A legislator has admitted that he and 40 others each took Rp500 million ($52,000) for approving the appointment of a central bank director in 2004. Said Agil Husein al-Munawar, a minister of religion, was jailed for seven years in 2006 for embezzling Mecca pilgrimage money, and an ex-minister of maritime affairs and fisheries, Rokhmin Dahuri, was also imprisoned for seven years in 2007 for running an off-budget slush fund. Several former or current directors of state enterprises are now also in court or jail, among them a former Bank Mandiri president. Al Amin Nasution, a lawmaker, was arrested in April for receiving a bribe from Riau Islands provincial officials in return for persuading the Ministry of Forestry to change the status of some land sites in Bintan Island.

Allegations have recently been made against the ministers for planning, fisheries and forests, and a relative by marriage of Yudhoyono.

Indonesian Corruption Watch estimates that about 150 corruption cases were investigated between 2004 and 2007 at a cost of nearly Rp25 trillion. Such a massive outlay would be a good investment if it were really effective. But Luky Djani, a researcher at Indonesia Corruption Watch, argues that most of those convicted have mainly been rank-and-file bureaucrats, local politicians, low-grade employees at state-owned companies and a few mid-level businessmen. Of those high-profile figures, he says, by the time their cases came to be processed, many of them no longer held ministerial positions and consequently didnÆt have the strong political backing apparently needed to avoid accountability.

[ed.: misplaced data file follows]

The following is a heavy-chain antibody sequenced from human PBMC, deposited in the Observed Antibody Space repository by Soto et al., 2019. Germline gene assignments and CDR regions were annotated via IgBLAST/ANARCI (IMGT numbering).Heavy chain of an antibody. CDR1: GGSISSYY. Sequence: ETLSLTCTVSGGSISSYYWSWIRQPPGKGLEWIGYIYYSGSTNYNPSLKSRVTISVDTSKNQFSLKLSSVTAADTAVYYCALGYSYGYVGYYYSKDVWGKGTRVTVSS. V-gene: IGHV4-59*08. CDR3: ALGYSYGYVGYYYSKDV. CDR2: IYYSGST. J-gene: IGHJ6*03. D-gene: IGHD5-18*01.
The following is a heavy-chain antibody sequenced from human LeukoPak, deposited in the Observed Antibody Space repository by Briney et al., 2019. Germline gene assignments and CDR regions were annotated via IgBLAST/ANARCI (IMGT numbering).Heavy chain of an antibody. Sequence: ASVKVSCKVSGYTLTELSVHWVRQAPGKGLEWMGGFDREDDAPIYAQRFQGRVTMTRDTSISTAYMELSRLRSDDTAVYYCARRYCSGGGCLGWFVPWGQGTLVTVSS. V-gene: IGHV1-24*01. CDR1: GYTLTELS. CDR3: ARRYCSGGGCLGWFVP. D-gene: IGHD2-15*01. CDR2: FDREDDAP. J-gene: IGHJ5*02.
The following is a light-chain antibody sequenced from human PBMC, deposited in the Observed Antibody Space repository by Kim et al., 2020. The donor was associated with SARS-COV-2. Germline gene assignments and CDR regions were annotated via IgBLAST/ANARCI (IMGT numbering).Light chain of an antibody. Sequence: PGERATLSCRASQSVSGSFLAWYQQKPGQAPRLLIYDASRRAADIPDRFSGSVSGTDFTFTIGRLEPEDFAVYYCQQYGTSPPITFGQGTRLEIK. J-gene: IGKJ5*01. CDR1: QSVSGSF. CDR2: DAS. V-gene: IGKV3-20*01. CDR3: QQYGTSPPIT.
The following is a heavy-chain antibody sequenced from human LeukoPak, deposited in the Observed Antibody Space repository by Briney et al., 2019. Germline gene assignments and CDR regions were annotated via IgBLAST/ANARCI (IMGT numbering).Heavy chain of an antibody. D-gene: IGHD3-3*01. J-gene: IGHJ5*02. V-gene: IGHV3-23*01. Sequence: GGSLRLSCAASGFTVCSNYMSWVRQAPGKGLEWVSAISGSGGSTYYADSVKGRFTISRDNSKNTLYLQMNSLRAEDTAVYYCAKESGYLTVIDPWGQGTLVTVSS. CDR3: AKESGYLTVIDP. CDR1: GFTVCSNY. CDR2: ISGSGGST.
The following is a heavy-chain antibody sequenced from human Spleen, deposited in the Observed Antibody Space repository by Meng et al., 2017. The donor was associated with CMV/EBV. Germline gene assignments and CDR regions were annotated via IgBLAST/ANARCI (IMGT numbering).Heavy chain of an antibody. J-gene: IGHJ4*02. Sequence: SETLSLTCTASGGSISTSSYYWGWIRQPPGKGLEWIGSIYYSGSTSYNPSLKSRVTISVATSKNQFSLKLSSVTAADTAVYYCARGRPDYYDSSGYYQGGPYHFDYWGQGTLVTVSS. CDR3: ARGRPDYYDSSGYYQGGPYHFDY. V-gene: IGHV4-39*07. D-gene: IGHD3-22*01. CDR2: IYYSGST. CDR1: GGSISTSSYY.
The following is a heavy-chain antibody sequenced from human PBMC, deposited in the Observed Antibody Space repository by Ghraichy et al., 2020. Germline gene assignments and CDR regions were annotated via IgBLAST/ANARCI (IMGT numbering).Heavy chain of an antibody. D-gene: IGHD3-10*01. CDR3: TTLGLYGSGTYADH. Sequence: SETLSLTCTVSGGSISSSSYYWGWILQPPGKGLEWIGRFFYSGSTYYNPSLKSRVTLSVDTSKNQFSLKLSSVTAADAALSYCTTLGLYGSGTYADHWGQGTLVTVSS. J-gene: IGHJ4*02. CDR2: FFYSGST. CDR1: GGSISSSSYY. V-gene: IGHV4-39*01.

Djani believes that politicians and political parties have used corruption scandals as a ôpolitical commodity in a bid to increase popularityö. The uncovering of corruption scandals has been tainted with political infighting, and not in the context of appropriate ôcheck and balancesö among the political parties. There have been many allegations of tebang pilih, or selective felling, in the identification and pursuit of alleged corruptors. Those pursued through legal processes have been either the weakest link in a corruption network or a political rival to the government, fuelling public scepticism.

Institution building

Yudhoyono has placed an emphasis on building institutions that he says will change the culture of corruption. But raids earlier this year by the KPK on the custom and excise office in Tanjung Priok show that institution-building on its own is probably insufficient.

The office had been a pilot project of the Ministry of Finance and was staffed entirely by newly recruited and trained officials, ostensibly with a reputation for honesty, who had been selected from other customs offices. To avoid temptation, their salaries were tripled and rigid monitoring and evaluation mechanisms were put in place. Despite this, the KPK found evidence of bribes from businessmen and the existence of an extralegal ôparallel systemö whereby decisions were negotiated through a complex network of intermediaries, known as calo.

But in recent provincial governor elections in West Java and North Sumatra, evidently corrupt incumbents were defeated despite enjoying the support of powerful interests. ôParties and candidates for executive office are learning that they will gain votes from uncommitted, apolitical voters only if they can prove they are serious about being clean,ö according to Kuncoro at the University of Indonesia.

Decentralisation also places a greater part of the development burden on the shoulders of local government officials. So, local governments know that if they want to attract investors to their region, they need to create a clean, predictable bureaucratic environment. Competition between regions for investment may, in the end, make local corrupt behaviour less sustainable.

This story was first published in the October issue of FinanceAsia magazine.